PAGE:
The intention was to write about something else for today, but there were other obligations on Sunday and the time set aside for writing today's post was, instead, spent with The New York Times - in particular, the newspaper's extensive collection of slide shows.
It had been three or four weeks since I had indulged this mini-passion so I lost more than a couple of hours and enjoyed every second of it. Still shots give us time to contemplate in a way that video doesn't allow.
My intrigue with this Times feature began some years ago with Great Homes and Destinations – the real estate section. I like peeking into people's homes and so every couple of weeks I catch up with such slide shows as House Hunting in Ireland – in this case, a grand home in northern County Cork.
(All links in this post will open on the first photo of each slide show at The New York Times website.)
An ongoing home series is What You Get For $380,000 (or some other price) which usually involves six or seven photographs each of three different kinds of homes in three U.S. cities.
Yesterday, there was a fascinating series of photos of an eight-bedroom home that is currently a hotel and restaurant, for sale in Romania .
Links to slide shows other than real estate began showing up a few years ago and nowadays, I'm almost an addict.
They are well designed for easy interactive use. When there is a accompanying news story, there is link to it labeled “Related” to the right of the photos. You can click forward and backward through the photos one by one and at the end, there is always a link to the first slide.
Some good ones I enjoyed yesterday included candids taken with hidden cameras from a global study of at risk wild mammals . This is an ocelot from Costa Rica.
In the world of fauna, there is a slide show on carnivorous plants to go with a story about how increasing numbers of people are using them in their gardens.
And I liked seeing this series of photos about how college students are dressing up in more formal styles than in many years. This young woman is from Columbia University.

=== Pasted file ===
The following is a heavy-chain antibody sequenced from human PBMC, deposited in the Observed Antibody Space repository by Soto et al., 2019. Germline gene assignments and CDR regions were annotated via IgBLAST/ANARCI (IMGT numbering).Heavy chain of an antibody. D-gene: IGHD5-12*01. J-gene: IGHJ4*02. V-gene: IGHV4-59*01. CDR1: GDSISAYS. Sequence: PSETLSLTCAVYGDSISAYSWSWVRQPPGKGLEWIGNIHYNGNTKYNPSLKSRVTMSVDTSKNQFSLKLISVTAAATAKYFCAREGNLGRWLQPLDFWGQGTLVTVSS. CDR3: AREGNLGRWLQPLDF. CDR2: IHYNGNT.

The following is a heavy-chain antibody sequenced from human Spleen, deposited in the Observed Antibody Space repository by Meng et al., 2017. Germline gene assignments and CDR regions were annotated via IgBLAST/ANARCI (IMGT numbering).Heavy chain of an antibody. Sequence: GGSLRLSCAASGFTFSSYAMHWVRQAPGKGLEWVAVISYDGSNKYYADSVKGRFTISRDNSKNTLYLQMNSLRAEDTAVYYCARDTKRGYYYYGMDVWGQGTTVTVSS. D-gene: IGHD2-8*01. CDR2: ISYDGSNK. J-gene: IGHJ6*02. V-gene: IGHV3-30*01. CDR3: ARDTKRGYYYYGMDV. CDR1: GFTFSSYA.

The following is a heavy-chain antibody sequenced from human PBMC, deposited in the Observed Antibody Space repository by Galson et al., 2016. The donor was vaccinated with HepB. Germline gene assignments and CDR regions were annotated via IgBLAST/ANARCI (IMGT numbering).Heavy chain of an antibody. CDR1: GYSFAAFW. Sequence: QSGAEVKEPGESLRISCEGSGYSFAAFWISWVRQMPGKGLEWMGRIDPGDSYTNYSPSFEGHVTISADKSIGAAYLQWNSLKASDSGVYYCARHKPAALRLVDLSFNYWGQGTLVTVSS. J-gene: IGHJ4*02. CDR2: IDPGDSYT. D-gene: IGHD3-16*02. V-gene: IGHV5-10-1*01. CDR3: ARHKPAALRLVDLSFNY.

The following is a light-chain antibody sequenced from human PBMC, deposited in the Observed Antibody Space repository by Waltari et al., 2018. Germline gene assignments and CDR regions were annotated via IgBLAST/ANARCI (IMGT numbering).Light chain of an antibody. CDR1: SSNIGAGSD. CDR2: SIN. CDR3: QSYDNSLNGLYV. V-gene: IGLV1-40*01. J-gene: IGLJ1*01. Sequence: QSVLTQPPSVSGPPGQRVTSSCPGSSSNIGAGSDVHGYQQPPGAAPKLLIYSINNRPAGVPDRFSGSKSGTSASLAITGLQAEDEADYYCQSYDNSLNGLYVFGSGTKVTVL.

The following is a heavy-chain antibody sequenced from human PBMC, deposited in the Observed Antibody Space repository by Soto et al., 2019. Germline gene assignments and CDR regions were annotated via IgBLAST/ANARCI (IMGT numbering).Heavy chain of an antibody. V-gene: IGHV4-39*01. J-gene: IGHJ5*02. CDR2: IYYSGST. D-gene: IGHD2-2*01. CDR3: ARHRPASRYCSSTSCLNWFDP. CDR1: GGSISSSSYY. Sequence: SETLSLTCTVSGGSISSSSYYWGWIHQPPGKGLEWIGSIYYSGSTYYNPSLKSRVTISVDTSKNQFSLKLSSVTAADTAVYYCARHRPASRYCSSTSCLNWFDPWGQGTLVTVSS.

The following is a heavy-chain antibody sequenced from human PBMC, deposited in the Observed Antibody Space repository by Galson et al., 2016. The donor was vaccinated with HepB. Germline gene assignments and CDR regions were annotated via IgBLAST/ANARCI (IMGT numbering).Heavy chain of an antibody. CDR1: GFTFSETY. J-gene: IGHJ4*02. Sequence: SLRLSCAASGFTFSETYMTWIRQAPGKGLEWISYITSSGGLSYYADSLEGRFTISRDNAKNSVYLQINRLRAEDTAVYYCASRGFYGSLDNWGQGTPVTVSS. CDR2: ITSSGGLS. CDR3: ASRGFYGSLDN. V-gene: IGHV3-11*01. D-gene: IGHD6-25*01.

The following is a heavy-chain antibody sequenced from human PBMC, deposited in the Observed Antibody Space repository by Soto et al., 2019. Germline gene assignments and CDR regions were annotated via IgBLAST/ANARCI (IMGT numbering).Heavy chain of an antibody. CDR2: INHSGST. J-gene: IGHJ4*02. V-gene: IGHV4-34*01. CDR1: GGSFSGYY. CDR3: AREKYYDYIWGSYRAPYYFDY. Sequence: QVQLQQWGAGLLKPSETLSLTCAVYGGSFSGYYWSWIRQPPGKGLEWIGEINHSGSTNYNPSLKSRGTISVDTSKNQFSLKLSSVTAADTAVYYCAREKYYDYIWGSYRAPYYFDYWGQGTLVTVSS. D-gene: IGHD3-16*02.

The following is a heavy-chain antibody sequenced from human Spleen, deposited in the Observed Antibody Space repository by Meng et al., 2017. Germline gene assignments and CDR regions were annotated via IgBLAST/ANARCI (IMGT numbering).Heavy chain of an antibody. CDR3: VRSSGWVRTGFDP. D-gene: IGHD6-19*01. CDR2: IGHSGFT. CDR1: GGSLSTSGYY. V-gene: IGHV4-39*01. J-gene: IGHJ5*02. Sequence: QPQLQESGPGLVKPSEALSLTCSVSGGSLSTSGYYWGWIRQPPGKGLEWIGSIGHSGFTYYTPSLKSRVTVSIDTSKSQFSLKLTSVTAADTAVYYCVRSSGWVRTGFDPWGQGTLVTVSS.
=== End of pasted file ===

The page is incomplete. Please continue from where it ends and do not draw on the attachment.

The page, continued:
It is no secret to anyone who knows me that I miss living in New York City. I miss it every day.
I miss it when I walk the equivalent of 10 or 12 city blocks to the grocery store here and see five other people along the way rather than hundreds. When there are four or five store fronts to peer into instead of 80 or 90. When I hear no voices in the street instead of 10 different languages.
So I particularly like slide shows about the city. They remind me of what I'm familiar with and show me the changes that are taking place.
Chess hustlers are a long New York tradition. I used to stop to watch when I walked through Washington Square Park.
There are always amazing new things to see in New York City. One slide show tells of an exhibit in Times Square for fans of the TV show, CSI where visitors can analyze three crime scenes themselves .
Over the years, I've looked at several slide shows that reveal how New York is big and densely populated enough to support the very smallest of businesses like this niche one, a violin shop where the owner opens only by appointment and caters to finding just the right size violin for young, small students.
A Paris photographer, Yann Arthus-Bertrand, has published a book titled New York From the Air about the geometry of the city . The slide show gives us a sampling including these houses in Long Island City, Queens.
After more than two years, Sam Sifton recently closed out his tenure as the Times' restaurant critic with a “last meal” at Per Se. His story included a slide show of this fantastic and fantastically expensive eating establishment in the Warner Center at Columbus Circle. I'll never have a meal there, but I enjoyed the photos.
This last one about cheese got really personal. Most of the photos are from Murray's Cheese Shop on Bleecker Street where I was a regular customer for 25 years. The slide show is mostly of the cellar where the cheeses are aged .
Rob Kaufelt in the photo below has owned the shop for the past 20 years, but Murray's goes back the early part of the 20th century and was housed in two smaller, more intimate and homey places before it moved to its current location.
Maybe these slide shows are a pleasure peculiar to me. Maybe other people look at them only in relation to reading an accompanying news story but in my case, it often works in reverse; I read a story I previously ignored because the slide show piqued my interest.
If you haven't discovered these slide shows, you might find them a pleasant and informative distraction too. The homepage of the main multimedia section lists the newest slide shows along with other image features and you can search topics of interest going as far back as the year 2000.